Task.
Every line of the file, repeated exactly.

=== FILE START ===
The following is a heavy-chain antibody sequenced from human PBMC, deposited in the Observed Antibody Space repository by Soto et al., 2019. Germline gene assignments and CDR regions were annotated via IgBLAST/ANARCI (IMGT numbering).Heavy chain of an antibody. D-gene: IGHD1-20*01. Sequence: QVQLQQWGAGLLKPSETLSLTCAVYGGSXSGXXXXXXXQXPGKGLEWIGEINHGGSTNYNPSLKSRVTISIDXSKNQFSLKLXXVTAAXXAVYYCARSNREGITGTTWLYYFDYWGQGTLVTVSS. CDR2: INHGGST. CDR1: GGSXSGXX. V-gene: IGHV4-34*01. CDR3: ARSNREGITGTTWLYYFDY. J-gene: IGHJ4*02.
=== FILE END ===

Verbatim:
The following is a heavy-chain antibody sequenced from human PBMC, deposited in the Observed Antibody Space repository by Soto et al., 2019. Germline gene assignments and CDR regions were annotated via IgBLAST/ANARCI (IMGT numbering).Heavy chain of an antibody. D-gene: IGHD1-20*01. Sequence: QVQLQQWGAGLLKPSETLSLTCAVYGGSXSGXXXXXXXQXPGKGLEWIGEINHGGSTNYNPSLKSRVTISIDXSKNQFSLKLXXVTAAXXAVYYCARSNREGITGTTWLYYFDYWGQGTLVTVSS. CDR2: INHGGST. CDR1: GGSXSGXX. V-gene: IGHV4-34*01. CDR3: ARSNREGITGTTWLYYFDY. J-gene: IGHJ4*02.